Rescuing people and extinguishing fires faster
The fire brigade of the Technical University of Munich (TUM) is digitising its information on operational locations on the research campus. To do this, it relies on the services and advice of the LRZ.
TUM plant fire brigade: 66 firefighters ensure safety on the Garching research campus.
Photo: Florian Vogl/TUM
A fire alarm at the Garching Research Centre: now every second counts. The fire brigade of the Technical University of Munich (TUM) is on its way. 2,500 times a year, the department takes an emergency call over the phone. It monitors around 30,000 fire detectors in the research centre and ensures the safety of 270 different institute and company buildings, including the research reactor, the Leibniz Supercomputing Centre (LRZ) and the underground station. And this involves not only fire protection, but also emergency medical services. "This is a place where researchers do what they are supposed to do: They try out new things with a wide variety of materials. In the process, things can sometimes go wrong," says Jürgen Wettlaufer, head of the TUM plant fire brigade. "My team has respect for these risks, but no fear." 14 of a total of 66 firefighters are always on site. All of them are intensively trained as full-time emergency personnel. Most of them, says Wettlaufer, have "turned their hobby into a profession, just like me".
Digitalisation saves time
When the alarm goes off, things have to happen fast: Within 90 seconds, the fire brigade has to assess the current situation. To do this, it checks for information such as plans of the emergency site and the fire extinguishing systems available there, it identifies acute and potential hazards and it prepares the necessary keys to institutes and buildings. In the meantime, the team is getting ready. The fire brigade must be on the scene within eight minutes. Computers, mobile devices and digital technology are becoming more and more important - a development in which the LRZ supports the campus fire brigade. Information on buildings and institutes is currently being digitised.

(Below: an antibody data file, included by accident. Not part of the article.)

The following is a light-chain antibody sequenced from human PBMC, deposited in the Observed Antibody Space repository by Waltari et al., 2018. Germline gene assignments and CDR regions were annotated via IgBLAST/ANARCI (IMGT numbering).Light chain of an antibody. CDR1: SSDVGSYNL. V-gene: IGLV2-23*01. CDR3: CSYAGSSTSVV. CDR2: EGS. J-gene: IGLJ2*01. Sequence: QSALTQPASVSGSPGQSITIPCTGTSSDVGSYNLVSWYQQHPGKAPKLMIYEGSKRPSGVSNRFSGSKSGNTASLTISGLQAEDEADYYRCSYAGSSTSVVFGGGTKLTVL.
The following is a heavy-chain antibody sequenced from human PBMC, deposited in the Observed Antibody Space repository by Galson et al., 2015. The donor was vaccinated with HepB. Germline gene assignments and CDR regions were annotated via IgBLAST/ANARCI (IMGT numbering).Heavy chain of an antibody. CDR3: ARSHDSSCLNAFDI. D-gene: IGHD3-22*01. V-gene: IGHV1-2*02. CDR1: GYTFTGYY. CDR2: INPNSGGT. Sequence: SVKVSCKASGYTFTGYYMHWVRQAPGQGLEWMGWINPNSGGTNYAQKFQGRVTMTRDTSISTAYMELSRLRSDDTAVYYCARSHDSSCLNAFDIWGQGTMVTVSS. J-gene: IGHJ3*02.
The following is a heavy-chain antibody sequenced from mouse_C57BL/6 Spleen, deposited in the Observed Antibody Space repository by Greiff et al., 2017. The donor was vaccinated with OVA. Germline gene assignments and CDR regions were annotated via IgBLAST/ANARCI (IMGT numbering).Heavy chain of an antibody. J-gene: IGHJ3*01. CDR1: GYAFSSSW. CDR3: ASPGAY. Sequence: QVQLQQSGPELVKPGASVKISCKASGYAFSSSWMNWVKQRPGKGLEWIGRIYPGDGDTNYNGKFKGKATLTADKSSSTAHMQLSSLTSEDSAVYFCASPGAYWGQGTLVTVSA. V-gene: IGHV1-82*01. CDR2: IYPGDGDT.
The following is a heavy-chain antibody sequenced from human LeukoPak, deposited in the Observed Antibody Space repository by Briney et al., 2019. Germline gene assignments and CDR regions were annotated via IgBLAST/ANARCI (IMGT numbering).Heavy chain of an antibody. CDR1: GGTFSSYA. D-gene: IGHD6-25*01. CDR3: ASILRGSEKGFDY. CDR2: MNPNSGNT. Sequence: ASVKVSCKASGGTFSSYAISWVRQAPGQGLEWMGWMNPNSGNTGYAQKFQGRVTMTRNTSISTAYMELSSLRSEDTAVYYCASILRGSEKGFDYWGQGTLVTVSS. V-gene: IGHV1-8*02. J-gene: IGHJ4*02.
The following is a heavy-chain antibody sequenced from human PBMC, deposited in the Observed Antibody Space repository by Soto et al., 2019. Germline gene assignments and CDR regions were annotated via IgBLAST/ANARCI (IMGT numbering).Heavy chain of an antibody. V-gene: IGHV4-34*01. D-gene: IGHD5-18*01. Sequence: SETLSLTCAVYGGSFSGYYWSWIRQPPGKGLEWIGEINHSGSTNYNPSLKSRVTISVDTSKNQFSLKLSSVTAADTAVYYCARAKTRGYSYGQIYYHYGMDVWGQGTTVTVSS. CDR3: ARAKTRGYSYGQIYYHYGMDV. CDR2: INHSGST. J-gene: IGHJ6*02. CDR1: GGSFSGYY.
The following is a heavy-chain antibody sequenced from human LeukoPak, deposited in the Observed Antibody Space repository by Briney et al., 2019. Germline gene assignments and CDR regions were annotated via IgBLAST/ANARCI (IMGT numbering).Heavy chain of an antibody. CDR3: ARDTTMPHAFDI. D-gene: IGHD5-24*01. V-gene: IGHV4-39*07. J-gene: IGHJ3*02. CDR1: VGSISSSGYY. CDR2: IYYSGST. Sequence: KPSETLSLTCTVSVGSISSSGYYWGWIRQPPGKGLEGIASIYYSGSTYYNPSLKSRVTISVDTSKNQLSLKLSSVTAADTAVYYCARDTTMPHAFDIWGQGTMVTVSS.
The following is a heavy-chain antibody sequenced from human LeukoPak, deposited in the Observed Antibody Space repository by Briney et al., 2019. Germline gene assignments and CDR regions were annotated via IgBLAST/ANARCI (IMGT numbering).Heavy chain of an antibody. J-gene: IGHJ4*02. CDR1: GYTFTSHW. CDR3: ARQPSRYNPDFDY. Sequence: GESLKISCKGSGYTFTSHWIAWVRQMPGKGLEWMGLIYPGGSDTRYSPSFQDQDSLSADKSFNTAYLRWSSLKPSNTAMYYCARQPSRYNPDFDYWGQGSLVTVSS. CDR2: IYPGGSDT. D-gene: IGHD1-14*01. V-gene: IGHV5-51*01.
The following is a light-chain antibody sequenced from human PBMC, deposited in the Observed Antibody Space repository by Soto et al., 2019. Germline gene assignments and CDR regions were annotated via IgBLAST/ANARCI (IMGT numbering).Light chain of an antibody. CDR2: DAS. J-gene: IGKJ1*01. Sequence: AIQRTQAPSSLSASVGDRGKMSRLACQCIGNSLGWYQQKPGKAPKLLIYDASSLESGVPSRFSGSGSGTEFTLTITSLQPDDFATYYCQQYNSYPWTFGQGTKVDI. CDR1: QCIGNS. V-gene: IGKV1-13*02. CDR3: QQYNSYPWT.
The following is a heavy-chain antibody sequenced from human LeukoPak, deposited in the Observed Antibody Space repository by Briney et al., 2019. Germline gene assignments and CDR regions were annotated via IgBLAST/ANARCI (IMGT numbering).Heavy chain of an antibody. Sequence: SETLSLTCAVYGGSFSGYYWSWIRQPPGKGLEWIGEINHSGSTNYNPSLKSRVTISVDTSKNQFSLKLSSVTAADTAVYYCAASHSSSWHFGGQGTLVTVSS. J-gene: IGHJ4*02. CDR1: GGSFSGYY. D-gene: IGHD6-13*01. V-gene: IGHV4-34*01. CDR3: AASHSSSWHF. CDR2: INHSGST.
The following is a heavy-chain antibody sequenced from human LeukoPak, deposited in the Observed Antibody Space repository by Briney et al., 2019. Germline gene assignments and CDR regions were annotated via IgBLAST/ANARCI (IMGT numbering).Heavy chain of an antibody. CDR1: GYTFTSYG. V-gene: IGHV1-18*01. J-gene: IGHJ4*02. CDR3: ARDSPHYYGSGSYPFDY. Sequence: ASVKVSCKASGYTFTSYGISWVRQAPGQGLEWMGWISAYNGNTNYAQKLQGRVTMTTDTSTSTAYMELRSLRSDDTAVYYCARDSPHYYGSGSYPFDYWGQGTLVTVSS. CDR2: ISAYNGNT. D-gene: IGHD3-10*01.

The plant fire brigade also helps in the event of accidents. Photo: A. Heddergott/TUM
Every building in the research centre has a fire brigade information centre (FIZ), i.e. floor plans and maps. These show the shortest route to the scene of an accident or to the fire alarm. They are available in paper form, but increasingly they are also available in a digital and mobile format. For this purpose, the firefighters have tablets at permanent charging stations in the emergency vehicles: "This saves us several minutes because we no longer have to search for the maps by hand," says Wettlaufer, who is pushing ahead with several digitisation projects at the TUM fire brigade. In digital form, the route maps and other plans can be updated more easily and synchronised more quickly, providing a better, more up-to-date overview of the building's condition and the hazard situation. Data from motion detectors and sensors could be used to supplement the content of the maps - showing the current whereabouts of people, for example. "This would revolutionise the work of the fire brigade, but unfortunately it is not yet possible for reasons of data protection," says Wettlaufer. This vision still needs some technical and legal preparation. The plan is to make the tablets capable of communication, so that the control centre can send more information to the vehicles, and the vehicles can contact people on the ground. This requires the development of exclusive and secure communication networks, as well as special IT services and tools.
The LRZ provides support in the selection of technology and tools. The campus fire brigade already uses the services of the LRZ: For example, the tablets are networked with all the buildings in the research centre via the eduroam network. Maps and other information are stored in the LRZ cloud and via Bayern-Share, making them accessible at all times. The LRZ also advises the fire brigade on safety issues. " Our cooperation is going very well," says Wettlaufer, "but I would still like to have a direct contact person for our two IT specialists, so that we can better implement concrete digitalisation projects and thus reduce emergency response times even further. The TUM fire brigade is in a state of flux: despite all the digitalisation efforts, the analogue paper plans are still being updated and used. For security reasons, eduroam and the Internet can fail, but most importantly they fail to convince: "In contrast to younger colleagues, older incident commanders prefer to use analogue information," says Wettlaufer. "You have to build up trust in the technology. We have always stood for innovation. Wettlaufer is confident that the time savings and ease of use of tablets and digital technology will win them over in the long run. (lu/sschl)
Jürgen Wettlaufer, head of TUM fire brigade.
Photo: Andreas Hedergott/TUM